By Kurt Wagner:Recode
LinkedIn’s stock was struggling, among other things.
LinkedIn is now “Microsoft-owned LinkedIn,” a distinction that cost Microsoft just a little north of $26 billion.
In the deal, which still has to receive the expected regulatory approvals, Microsoft paid $196 a share, a 50 percent premium on LinkedIn’s $131 closing price on Friday.
So why did LinkedIn sell, especially after CEO Jeff Weiner had long touted it as an independent entity?
Here are three reasons why.
LinkedIn’s stock was struggling.
LinkedIn’s stock was down more than 43 percent since July of last year, and there wasn’t much reason to believe it would regain that value anytime soon. Clearly, Weiner and LinkedIn’s board agreed, starting talks just after its troubled February report in which the company had lowered its forecasts.
Microsoft bought LinkedIn for $196 a share, which is a very nice bump from its current price, although that’s still much lower than its high of nearly $270 back in early 2015.
Remember that heady time? Investors did, which was one of the issues.
LinkedIn’s ad business was slowing down.
While recruitment services are the big sales driver at LinkedIn, advertising represents roughly 18 percent of LinkedIn’s business, a significant segment that has been trending in the wrong direction. When LinkedIn reported Q4 earnings earlier in February, one of the concerns was that its ad business grew just 20 percent for the quarter year over year; that compared to growth of 56 percent in the same quarter the year before. Research firm eMarketer predicted LinkedIn’s U.S. digital ad revenue would fall from 35 percent growth in 2015 to less than 10 percent growth this year.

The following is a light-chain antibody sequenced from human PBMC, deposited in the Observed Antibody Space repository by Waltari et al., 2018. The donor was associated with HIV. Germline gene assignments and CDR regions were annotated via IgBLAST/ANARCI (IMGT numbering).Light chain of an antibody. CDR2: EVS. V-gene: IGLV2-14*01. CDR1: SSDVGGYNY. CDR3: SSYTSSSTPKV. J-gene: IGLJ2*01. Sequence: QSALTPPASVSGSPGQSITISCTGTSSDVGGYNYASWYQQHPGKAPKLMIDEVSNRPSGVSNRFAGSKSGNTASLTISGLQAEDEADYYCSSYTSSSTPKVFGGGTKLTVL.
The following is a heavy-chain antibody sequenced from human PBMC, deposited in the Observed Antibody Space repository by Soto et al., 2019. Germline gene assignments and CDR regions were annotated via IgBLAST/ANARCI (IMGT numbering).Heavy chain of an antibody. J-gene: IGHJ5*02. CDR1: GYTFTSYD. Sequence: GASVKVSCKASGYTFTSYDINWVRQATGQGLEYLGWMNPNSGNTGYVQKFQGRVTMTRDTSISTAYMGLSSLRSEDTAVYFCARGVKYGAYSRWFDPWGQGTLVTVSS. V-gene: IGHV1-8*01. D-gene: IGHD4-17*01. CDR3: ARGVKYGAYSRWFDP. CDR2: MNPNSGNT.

In other words, LinkedIn wasn’t selling ads the way people expected it to. And joining forces with Microsoft might help, since LinkedIn may now be able to sell ads alongside Microsoft Office’s suite of products that reach a lot more people than LinkedIn’s current user base. Or, at the very least, Microsoft may be able to drive more users to LinkedIn, giving the company more eyeballs to entice marketers.
LinkedIn’s growth was a concern.
LinkedIn didn’t grow much in 2015 and it was a problem for investors that are used to more from the well-liked Weiner. The company continued to add more members, or people with LinkedIn profiles, but the number of unique visitors didn’t grow from Q1 to Q2 and then again from Q3 to Q4. The people who were visiting in Q4 were also looking at fewer pages on the site (see the ad issues mentioned above).
LinkedIn’s growth rebounded at the beginning of 2016, but as we’ve learned from Twitter, growth problems tend to stick around and are harder to fix going forward. If claims by Weiner and Microsoft CEO Satya Nadella bear out, the deal should be able to help grow LinkedIn’s audience through a combination of integrations with Microsoft Office and a possible subscription tie-up.
Kara Swisher’s interview with LinkedIn CEO Jeff Weiner late last year